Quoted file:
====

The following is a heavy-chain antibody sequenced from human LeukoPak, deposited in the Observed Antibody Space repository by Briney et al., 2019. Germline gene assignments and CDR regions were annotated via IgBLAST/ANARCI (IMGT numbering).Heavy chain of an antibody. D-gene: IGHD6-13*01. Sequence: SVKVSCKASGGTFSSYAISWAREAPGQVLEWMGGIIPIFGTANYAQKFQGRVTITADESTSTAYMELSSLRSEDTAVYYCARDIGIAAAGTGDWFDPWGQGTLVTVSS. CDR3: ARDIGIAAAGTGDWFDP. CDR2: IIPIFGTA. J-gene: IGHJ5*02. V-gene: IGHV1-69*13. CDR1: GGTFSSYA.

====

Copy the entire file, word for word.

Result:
The following is a heavy-chain antibody sequenced from human LeukoPak, deposited in the Observed Antibody Space repository by Briney et al., 2019. Germline gene assignments and CDR regions were annotated via IgBLAST/ANARCI (IMGT numbering).Heavy chain of an antibody. D-gene: IGHD6-13*01. Sequence: SVKVSCKASGGTFSSYAISWAREAPGQVLEWMGGIIPIFGTANYAQKFQGRVTITADESTSTAYMELSSLRSEDTAVYYCARDIGIAAAGTGDWFDPWGQGTLVTVSS. CDR3: ARDIGIAAAGTGDWFDP. CDR2: IIPIFGTA. J-gene: IGHJ5*02. V-gene: IGHV1-69*13. CDR1: GGTFSSYA.